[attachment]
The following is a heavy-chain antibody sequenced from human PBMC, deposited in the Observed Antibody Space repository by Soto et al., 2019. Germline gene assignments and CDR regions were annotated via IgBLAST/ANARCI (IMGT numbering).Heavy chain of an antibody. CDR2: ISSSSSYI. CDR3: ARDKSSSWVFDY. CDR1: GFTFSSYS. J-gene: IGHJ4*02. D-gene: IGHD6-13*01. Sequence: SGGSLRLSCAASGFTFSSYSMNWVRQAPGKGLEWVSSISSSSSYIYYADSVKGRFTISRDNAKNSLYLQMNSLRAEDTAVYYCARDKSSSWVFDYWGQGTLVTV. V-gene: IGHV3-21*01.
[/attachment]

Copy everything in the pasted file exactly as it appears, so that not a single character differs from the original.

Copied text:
The following is a heavy-chain antibody sequenced from human PBMC, deposited in the Observed Antibody Space repository by Soto et al., 2019. Germline gene assignments and CDR regions were annotated via IgBLAST/ANARCI (IMGT numbering).Heavy chain of an antibody. CDR2: ISSSSSYI. CDR3: ARDKSSSWVFDY. CDR1: GFTFSSYS. J-gene: IGHJ4*02. D-gene: IGHD6-13*01. Sequence: SGGSLRLSCAASGFTFSSYSMNWVRQAPGKGLEWVSSISSSSSYIYYADSVKGRFTISRDNAKNSLYLQMNSLRAEDTAVYYCARDKSSSWVFDYWGQGTLVTV. V-gene: IGHV3-21*01.